2. Performing: In the “performing” stage, teams are functioning at a very high level. The focus is on reaching the goal as a group. The team members have gotten to know each other, trust each other and rely on each other.Not every team makes it to this level of team growth; some teams stop at Stage three – Norming. The highly performing team functions without oversight and the members have become interdependent. The team is highly motivated to get the job done. They can make decisions and problem solve quickly and effectively. When they disagree, the team members can work through it and come to consensus without interrupting the project’s progress. If there needs to be a change in team processes – the team will come to an agreement on changing processes on their own without reliance on the team leader.In this stage, the team leader is not involved in decision making, problem solving or other such activities involving the day-to-day work of the team. The team members work effectively as a group and do not need the supervision that is required at the other stages. The team leader will continue to monitor the progress of the team and celebrate milestone achievements with the team to continue to build team amity. The team leader will also serve as the gateway when decisions need to be reached at a higher level within the organisation.Even in this stage, there is a possibility that the team may revert to another stage. For example, it is possible for the team to revert to the “storming” stage if one of the members starts working independently. Or, the team could revert to the “forming” stage if a new member joins the team. If there are significant changes that throw a wrench into the works, it is possible for the team to revert to an earlier stage until they can navigate through the change.
  1. Adjourning: In the “adjourning” stage the project is coming to an end and the team members are moving off into different directions. This stage looks at the team from the perspective of the well-being of the team rather than from the perspective of managing a team through the original four stages of team growth.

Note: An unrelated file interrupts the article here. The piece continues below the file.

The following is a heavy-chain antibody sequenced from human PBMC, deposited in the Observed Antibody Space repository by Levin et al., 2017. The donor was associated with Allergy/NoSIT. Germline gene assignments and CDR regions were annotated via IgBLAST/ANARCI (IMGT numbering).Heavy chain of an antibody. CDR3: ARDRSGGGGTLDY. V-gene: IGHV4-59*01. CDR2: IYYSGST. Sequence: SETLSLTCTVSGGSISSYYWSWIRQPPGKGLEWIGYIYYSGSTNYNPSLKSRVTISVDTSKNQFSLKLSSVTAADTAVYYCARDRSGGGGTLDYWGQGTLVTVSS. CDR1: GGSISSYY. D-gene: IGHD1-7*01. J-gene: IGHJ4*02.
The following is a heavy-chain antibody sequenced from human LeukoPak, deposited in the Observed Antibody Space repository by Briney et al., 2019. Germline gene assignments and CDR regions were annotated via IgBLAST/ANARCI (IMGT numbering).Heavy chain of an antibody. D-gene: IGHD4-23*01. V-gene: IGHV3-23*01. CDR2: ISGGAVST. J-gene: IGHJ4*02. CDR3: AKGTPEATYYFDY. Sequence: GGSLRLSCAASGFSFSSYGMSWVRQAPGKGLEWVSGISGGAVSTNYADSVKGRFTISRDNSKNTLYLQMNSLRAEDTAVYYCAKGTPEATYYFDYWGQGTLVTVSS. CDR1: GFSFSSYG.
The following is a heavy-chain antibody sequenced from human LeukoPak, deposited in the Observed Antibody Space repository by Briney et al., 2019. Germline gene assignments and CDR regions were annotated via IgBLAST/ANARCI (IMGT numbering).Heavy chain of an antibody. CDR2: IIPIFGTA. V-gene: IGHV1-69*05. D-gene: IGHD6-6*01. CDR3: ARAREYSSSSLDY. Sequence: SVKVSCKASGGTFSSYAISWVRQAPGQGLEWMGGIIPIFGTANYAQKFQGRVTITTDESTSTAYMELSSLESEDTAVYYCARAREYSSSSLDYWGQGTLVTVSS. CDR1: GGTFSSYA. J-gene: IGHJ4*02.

The team leader should ensure that there is time for the team to celebrate the success of the project and capture best practices for future use, alternatively if it was not a successful project the team needs to evaluate what happened and capture lessons learned for future projects. This also provides the team the opportunity to say good-bye to each other and wish each other luck as they pursue their next endeavor.

Characteristics of an effective team:

There are various indicators of whether a team is working effectively together as a group or not. The characteristics of effective successful teams are:

  • Clear communication among all members
  • Regular brainstorming session with all members participating
  • Consensus among team members
  • Problem solving done by the group
  • Commitment to the project and the other team members
  • Regular team meetings are effective and inclusive
  • Timely hand off from team members to others to ensure the project keeps moving in the right direction
  • Positive, supportive working relationships among all team members.

Teams that are not working effectively together will display the characteristics listed below.

  • Lack of communication among team members
  • No clear roles and responsibilities for team members
  • Team members “throw work over the wall” to other team members, with lack of concern for timelines or work quality
  • Team members work alone, rarely sharing information and offering assistance
  • Team members blame others for what goes wrong, no one accepts responsibility
  • Team members do not support others on the team
  • Team members are frequently absent thereby causing slippage in the timeline and additional work for their team members

The team leader will need to be actively involved with such teams. The sooner the team leader addresses issues and helps the team move to a more effective way of working together, the more likely the project is to end successfully.

To achieve maximum results a good team needs to have a clear vision and goal and should be led by an effective team leader who can take the team along by providing good leadership. The key takeaways are trust between the team leader and the team members, listening capability, patience and co-operation to achieve the organizational goals.

Team development activities help  teams achieve organizational goals and objectives.


Stages of Team Development. (n.d.). Retrieved from

What is the Team Building Process? Outlining its 5 Basic Steps. (n.d.). Retrieved from